Remember the Jones’s who have lived next door to you for a decade, shading the sun from shining on your own home? Well, they too have moved away – tails tucked looking for higher ground and perhaps now, you really will have no excuse to overlook all the things you have in life. Turn on the television, listen to the radio or read the local news, and it becomes pretty obvious that the economy is not improving.
For so many of us, in the midst of raising families and making plans for life – this news could not come at a worse time. With the hikes in gas, come cut backs for things like vacations – necessary simply to make it from month to month. And suddenly you find that hating the car you drive, loathing the house or apartment you live in, disliking the boss, resenting your job. Comparing yourself to the metaphorical Jones’s and feeling bothered by the minimal increase in your savings account are – all for not. There isn’t much you can do about it now, and all of us, are smart to begin the new task of appreciating what we have.
In so many ways, it is sad that people cannot appreciate health until they are sick, money until they are poor or people until they are lost. Maybe that is just the inkling of human nature. More likely however is the fact that all of us, as a society, have become so consumed with belongings and net worth that our inner, spiritual worth has been overlooked and underused. So perhaps, there truly is a silver lining in the clouds of a recession and monetary struggles.
Firstly, the time has come for all people to begin standing up and taking notice of all that they do have in their lives. If you are reading this, chances are you have everything you need in your home to be comfortable. You are likely connected to the world, able to gather information and both literate and competent. Remember, there are millions of people who cannot read, write or even know what a computer is let alone have access to one. How many do you have? What other PDA’s do you have in your home? A cell phone by chance, maybe an I-POD? How many days do you forget to realize how easily you can connect to loved ones near and far? How simply you can satisfy nearly any urge you have to connect with people or even to explore some pretty cool shopping venues from the comfort of your own home?
Another way to begin appreciating what you have is to realize just how much you can live without. Only in a recession, that follows so many years of prosperous living – can we truly be given the gift of seeing the excess that surrounds us. Now that you may be cutting back or pinching pennies, you see how easy it is to do. Your life of luxury, may be slightly less luxurious, but pretty awesome anyways. Once you realize that you can live without the designer coffee, or the pricey resorts of the Caribbean – you appreciate your favorite Folgers and day at the lake even more.
Learning to appreciate what you have, also means setting new priorities. There aren’t many opportunities in life where we can be forced into the corner to decide once and for all, what’s really important. What is most important to you? Do you feel blessed or do you often overlook that most important thing?
You can also learn to appreciate the little things in life when you rinse, reuse, and recycle. When you cannot afford something, you find other ways to make things work. Its amazing how living in a recession, can be an eye opening experience for anybody from the ages of 7 to 77. You realize just how much you took granted, how much money you can save by reusing cups and may even flirt with cutting coupons. Learning how to live with less, and to learn less into more – is a pretty stunning transformation of self. At some point, you may even feel guilty about how wasteful you used to be.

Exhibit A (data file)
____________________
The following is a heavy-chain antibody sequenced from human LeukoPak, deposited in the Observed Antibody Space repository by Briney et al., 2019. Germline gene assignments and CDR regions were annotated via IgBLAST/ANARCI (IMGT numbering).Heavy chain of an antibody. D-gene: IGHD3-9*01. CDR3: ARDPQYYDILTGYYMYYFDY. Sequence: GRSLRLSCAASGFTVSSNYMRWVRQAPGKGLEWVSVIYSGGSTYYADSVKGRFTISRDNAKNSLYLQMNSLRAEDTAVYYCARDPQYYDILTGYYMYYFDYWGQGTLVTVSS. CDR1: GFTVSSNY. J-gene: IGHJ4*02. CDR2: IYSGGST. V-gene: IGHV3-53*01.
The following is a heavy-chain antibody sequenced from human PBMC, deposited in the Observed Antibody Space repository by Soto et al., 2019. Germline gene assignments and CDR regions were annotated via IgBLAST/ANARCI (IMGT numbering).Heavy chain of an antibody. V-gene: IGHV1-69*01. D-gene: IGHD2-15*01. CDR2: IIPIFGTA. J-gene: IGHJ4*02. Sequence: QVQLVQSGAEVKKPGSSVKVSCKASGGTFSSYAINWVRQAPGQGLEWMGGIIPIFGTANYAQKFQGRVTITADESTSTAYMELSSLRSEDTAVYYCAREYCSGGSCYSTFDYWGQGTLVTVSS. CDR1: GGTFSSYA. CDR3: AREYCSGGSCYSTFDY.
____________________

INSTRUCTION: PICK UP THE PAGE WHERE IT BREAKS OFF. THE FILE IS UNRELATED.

Appreciating what you have is also about learning self-control. Living within your means and being happy there. Before, you may have felt cheated if you didn’t get everything you wanted. Yet now, you can truly find the balance of having self-control over what you do, what you buy. Instead of looking for constant entertainment in the hustle and bustle of a social life – you may find that rocking on the front porch with a friend playing guitar is more satisfying and much more fun.
Appreciation shouldn’t come at someone else’s expense. It is far too easy to realize that there are millions upon million of people that have less than you do. Feeling good about your life because of their hardship is not appreciation. Instead, focus on what makes you happy, what makes you feel relaxed, and all the ways you can enjoy your life with what you have.
Oscar Wilde, puts it in perspective when says, “The best way to appreciate your job is to imagine your life without one!” When you start thinking about deducting your blessings, you will stripped down to the core of who you are and able to know for sure what you need to be happy, and what you are entirely unwilling to live without.
Maya Angelou says that making a living is not the same thing as making a life. Making a life takes appreciation, gratitude for everything – from the air you breathe to the last dollop of toothpaste you squeeze out of the tube. And regardless of how bad the economy gets, how much you have to learn to live without or how distant your wants are – the one thing nobody and nothing can take away from you, is your ability to see the beauty and blessings you do have.